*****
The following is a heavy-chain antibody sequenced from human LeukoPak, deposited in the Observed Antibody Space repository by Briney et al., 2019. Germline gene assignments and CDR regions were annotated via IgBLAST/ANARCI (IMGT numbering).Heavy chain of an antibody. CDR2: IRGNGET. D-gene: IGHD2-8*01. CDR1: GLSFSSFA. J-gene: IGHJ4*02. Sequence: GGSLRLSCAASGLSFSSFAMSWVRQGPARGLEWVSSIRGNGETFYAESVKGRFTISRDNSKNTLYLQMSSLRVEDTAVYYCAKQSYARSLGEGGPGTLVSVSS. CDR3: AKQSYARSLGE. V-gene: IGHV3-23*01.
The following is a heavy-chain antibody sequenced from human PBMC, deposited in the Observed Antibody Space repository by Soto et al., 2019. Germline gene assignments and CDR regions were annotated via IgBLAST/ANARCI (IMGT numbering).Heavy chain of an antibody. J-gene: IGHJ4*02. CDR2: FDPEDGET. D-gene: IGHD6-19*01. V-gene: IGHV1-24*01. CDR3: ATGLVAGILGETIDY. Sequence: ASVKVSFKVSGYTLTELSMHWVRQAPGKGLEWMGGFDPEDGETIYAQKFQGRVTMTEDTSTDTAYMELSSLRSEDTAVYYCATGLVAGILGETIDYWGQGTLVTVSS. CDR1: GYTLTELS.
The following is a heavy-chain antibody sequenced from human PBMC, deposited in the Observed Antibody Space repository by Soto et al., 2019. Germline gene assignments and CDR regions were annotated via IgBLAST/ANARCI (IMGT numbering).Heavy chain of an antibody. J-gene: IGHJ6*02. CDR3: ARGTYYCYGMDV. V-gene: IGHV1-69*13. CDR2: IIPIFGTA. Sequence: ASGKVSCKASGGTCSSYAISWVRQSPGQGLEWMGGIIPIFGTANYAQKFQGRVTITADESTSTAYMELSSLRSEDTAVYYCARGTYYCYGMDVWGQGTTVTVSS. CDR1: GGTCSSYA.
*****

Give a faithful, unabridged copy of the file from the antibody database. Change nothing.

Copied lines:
The following is a heavy-chain antibody sequenced from human LeukoPak, deposited in the Observed Antibody Space repository by Briney et al., 2019. Germline gene assignments and CDR regions were annotated via IgBLAST/ANARCI (IMGT numbering).Heavy chain of an antibody. CDR2: IRGNGET. D-gene: IGHD2-8*01. CDR1: GLSFSSFA. J-gene: IGHJ4*02. Sequence: GGSLRLSCAASGLSFSSFAMSWVRQGPARGLEWVSSIRGNGETFYAESVKGRFTISRDNSKNTLYLQMSSLRVEDTAVYYCAKQSYARSLGEGGPGTLVSVSS. CDR3: AKQSYARSLGE. V-gene: IGHV3-23*01.
The following is a heavy-chain antibody sequenced from human PBMC, deposited in the Observed Antibody Space repository by Soto et al., 2019. Germline gene assignments and CDR regions were annotated via IgBLAST/ANARCI (IMGT numbering).Heavy chain of an antibody. J-gene: IGHJ4*02. CDR2: FDPEDGET. D-gene: IGHD6-19*01. V-gene: IGHV1-24*01. CDR3: ATGLVAGILGETIDY. Sequence: ASVKVSFKVSGYTLTELSMHWVRQAPGKGLEWMGGFDPEDGETIYAQKFQGRVTMTEDTSTDTAYMELSSLRSEDTAVYYCATGLVAGILGETIDYWGQGTLVTVSS. CDR1: GYTLTELS.
The following is a heavy-chain antibody sequenced from human PBMC, deposited in the Observed Antibody Space repository by Soto et al., 2019. Germline gene assignments and CDR regions were annotated via IgBLAST/ANARCI (IMGT numbering).Heavy chain of an antibody. J-gene: IGHJ6*02. CDR3: ARGTYYCYGMDV. V-gene: IGHV1-69*13. CDR2: IIPIFGTA. Sequence: ASGKVSCKASGGTCSSYAISWVRQSPGQGLEWMGGIIPIFGTANYAQKFQGRVTITADESTSTAYMELSSLRSEDTAVYYCARGTYYCYGMDVWGQGTTVTVSS. CDR1: GGTCSSYA.